My experience of polycystic ovary syndrome
PCOS can have different symptoms for different women.
Written by Rebecca Dempsey
Voices - Experiences
Young people share their personal experiences.
Polycystic ovary syndrome or PCOS as it is known is a condition that some women can be diagnosed with. There is no one reason as to why some women can have this and others can’t. It can be difficult to diagnose PCOS and some of the main symptoms are period problems, skin problems such as increased acne, fertility issues and sometimes excess hair growth. My experience of PCOS and how I explain it is that an imbalance of hormones is present on my ovaries.
This means that my body produces too much of the male hormone testosterone. Small cysts that usually develop in your ovaries can also be present, this means that you might not ovulate on a monthly basis and you might not get your period on a regular basis. I have always had irregular periods and I have had my fair experience of trying different contraceptive pills to manage this but I never thought to find out if there was a reason behind this.
After having to leave work from extreme period pain, I decided to pay a visit to a doctor to see if anything could be done for me. I thought that I would maybe be put on a new contraceptive pill to manage my periods, or that I would try a new contraceptive method and this would ease the monthly pain. I had a standard blood test done and I waited patiently for the results. At this stage my doctor advised that I should wait to restart my pill as if I had to have an ultra sound scan done it would be best for my body to be as close to its natural way. I received my blood test results and I was told that I had a higher but not alarming level of male hormone testosterone in my body, and although this hasn’t had a big impact on my health, it was the signal to my doctor that I needed to have an ultra sound scan done to determine if I had PCOS.
I don’t really mind hospitals or doctor visits but the idea of having an ultra sound scan done didn’t sit well with me. I spent two days searching and reading online about PCOS and what it all meant. The internet can be risky in situations like this, as information is so easily found and I should have just waited to talk to my doctor. I started to freak out. I found that no one person’s diagnoses are the same. Invisible symptoms can be present too such as insulin problems and weight gain can be a symptom too, particularly for women in their 20s. At this stage, I was really worried and stressed out so I decided to step away from the computer and this was the best decision that I made.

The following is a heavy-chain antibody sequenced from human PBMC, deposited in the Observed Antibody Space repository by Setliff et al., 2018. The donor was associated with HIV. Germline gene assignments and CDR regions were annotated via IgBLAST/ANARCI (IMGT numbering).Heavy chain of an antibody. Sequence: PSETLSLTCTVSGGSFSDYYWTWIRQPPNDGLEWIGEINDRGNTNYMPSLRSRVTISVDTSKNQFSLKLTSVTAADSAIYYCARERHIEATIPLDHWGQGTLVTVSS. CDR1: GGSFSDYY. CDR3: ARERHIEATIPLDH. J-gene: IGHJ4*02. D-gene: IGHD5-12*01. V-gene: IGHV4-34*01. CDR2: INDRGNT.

I attended my appointment and although I found it a little bit strange, it was fine and over in no time. I always thought that the first time and only time I would have an ultra sound scan done would be for when I would be pregnant. It was a strange situation to be in but there was no reason for me to freak out or to worry. My one piece of advice for anyone having this scan done would be to drink a lot of water before hand. The more water you drink, the easier it is to see your organs and the less uncomfortable it will be. I asked a lot of questions and the radiologist department and staff were very helpful on the day.
My results determined that I have multiple small cysts on my ovaries and although they are present, I don’t have to worry about them too much right now. PCOS can lead to infertility in women so it is something that I will need to watch as I get older, especially if I plan to have children. I’m now on a new contraceptive pill and it seems to be helping. It’s important to exercise if you have PCOS and I am fortunate that a few months ago I started to address my fitness and mental health. I am about 5’3 in height and with having PCOS I will need to keep a close eye on my weight in the future. I’m not a good cook and I often make excuses to not cook but I’m trying now to address my diet and making a bigger effort to lead a healthier life. I absolutely love chocolate so I make sure to still have chocolate digestives with my tea sometimes, and I am not sorry for that!
It is difficult to take that step to go visit your doctor and to ask those questions in relation to your period and your body. My friends will tell you that I am usually the one to shy away from conversations like this, but going to the doctor has really put my mind at ease and at least I know now why I have had irregular periods. Every woman’s body is different but I believe it is important to listen and to try to understand yours. I should have gone to the doctor years ago about this but I never spoke up or thought it would be worthwhile spending that money on my health. How foolish was I?
Hopefully by sharing my experience and story of having PCOS it will encourage young women and men to go to their doctors for general checkups and ask any questions that you may have. No one else is going to ask them for you! It is so important to look after your body and I will definitely be visiting my doctor on a yearly basis from now on.